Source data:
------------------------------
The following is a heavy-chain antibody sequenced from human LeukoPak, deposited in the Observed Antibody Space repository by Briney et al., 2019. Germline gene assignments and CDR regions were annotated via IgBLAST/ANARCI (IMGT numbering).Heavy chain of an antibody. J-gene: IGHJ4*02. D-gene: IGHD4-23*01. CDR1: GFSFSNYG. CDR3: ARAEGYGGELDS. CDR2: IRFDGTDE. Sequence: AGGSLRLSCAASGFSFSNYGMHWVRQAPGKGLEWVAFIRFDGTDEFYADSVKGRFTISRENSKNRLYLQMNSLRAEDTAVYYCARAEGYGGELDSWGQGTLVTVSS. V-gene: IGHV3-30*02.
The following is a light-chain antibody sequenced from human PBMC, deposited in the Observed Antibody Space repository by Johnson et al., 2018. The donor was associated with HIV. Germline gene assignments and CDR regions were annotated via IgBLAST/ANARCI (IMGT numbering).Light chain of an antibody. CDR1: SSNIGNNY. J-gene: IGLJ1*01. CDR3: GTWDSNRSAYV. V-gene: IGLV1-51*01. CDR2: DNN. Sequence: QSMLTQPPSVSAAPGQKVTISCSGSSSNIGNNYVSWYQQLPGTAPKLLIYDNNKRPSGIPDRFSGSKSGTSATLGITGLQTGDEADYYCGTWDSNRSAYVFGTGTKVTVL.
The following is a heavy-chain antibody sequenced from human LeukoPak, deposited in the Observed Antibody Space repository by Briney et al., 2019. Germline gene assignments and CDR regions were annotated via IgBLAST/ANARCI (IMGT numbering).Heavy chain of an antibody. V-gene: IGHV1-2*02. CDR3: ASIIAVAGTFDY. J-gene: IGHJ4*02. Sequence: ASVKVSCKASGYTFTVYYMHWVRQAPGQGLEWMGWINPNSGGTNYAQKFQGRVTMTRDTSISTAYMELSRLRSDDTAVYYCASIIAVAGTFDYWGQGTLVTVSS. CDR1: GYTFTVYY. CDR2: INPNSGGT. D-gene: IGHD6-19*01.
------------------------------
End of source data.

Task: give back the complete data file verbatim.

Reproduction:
The following is a heavy-chain antibody sequenced from human LeukoPak, deposited in the Observed Antibody Space repository by Briney et al., 2019. Germline gene assignments and CDR regions were annotated via IgBLAST/ANARCI (IMGT numbering).Heavy chain of an antibody. J-gene: IGHJ4*02. D-gene: IGHD4-23*01. CDR1: GFSFSNYG. CDR3: ARAEGYGGELDS. CDR2: IRFDGTDE. Sequence: AGGSLRLSCAASGFSFSNYGMHWVRQAPGKGLEWVAFIRFDGTDEFYADSVKGRFTISRENSKNRLYLQMNSLRAEDTAVYYCARAEGYGGELDSWGQGTLVTVSS. V-gene: IGHV3-30*02.
The following is a light-chain antibody sequenced from human PBMC, deposited in the Observed Antibody Space repository by Johnson et al., 2018. The donor was associated with HIV. Germline gene assignments and CDR regions were annotated via IgBLAST/ANARCI (IMGT numbering).Light chain of an antibody. CDR1: SSNIGNNY. J-gene: IGLJ1*01. CDR3: GTWDSNRSAYV. V-gene: IGLV1-51*01. CDR2: DNN. Sequence: QSMLTQPPSVSAAPGQKVTISCSGSSSNIGNNYVSWYQQLPGTAPKLLIYDNNKRPSGIPDRFSGSKSGTSATLGITGLQTGDEADYYCGTWDSNRSAYVFGTGTKVTVL.
The following is a heavy-chain antibody sequenced from human LeukoPak, deposited in the Observed Antibody Space repository by Briney et al., 2019. Germline gene assignments and CDR regions were annotated via IgBLAST/ANARCI (IMGT numbering).Heavy chain of an antibody. V-gene: IGHV1-2*02. CDR3: ASIIAVAGTFDY. J-gene: IGHJ4*02. Sequence: ASVKVSCKASGYTFTVYYMHWVRQAPGQGLEWMGWINPNSGGTNYAQKFQGRVTMTRDTSISTAYMELSRLRSDDTAVYYCASIIAVAGTFDYWGQGTLVTVSS. CDR1: GYTFTVYY. CDR2: INPNSGGT. D-gene: IGHD6-19*01.